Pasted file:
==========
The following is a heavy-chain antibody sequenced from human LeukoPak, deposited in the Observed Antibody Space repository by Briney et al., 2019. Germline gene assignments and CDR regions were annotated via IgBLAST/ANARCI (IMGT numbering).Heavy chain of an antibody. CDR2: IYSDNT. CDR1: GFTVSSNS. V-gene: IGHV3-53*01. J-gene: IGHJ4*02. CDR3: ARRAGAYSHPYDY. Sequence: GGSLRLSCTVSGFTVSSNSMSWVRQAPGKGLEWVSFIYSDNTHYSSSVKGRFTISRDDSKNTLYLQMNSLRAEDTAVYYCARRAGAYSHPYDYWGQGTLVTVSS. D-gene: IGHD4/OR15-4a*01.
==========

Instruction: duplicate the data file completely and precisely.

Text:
The following is a heavy-chain antibody sequenced from human LeukoPak, deposited in the Observed Antibody Space repository by Briney et al., 2019. Germline gene assignments and CDR regions were annotated via IgBLAST/ANARCI (IMGT numbering).Heavy chain of an antibody. CDR2: IYSDNT. CDR1: GFTVSSNS. V-gene: IGHV3-53*01. J-gene: IGHJ4*02. CDR3: ARRAGAYSHPYDY. Sequence: GGSLRLSCTVSGFTVSSNSMSWVRQAPGKGLEWVSFIYSDNTHYSSSVKGRFTISRDDSKNTLYLQMNSLRAEDTAVYYCARRAGAYSHPYDYWGQGTLVTVSS. D-gene: IGHD4/OR15-4a*01.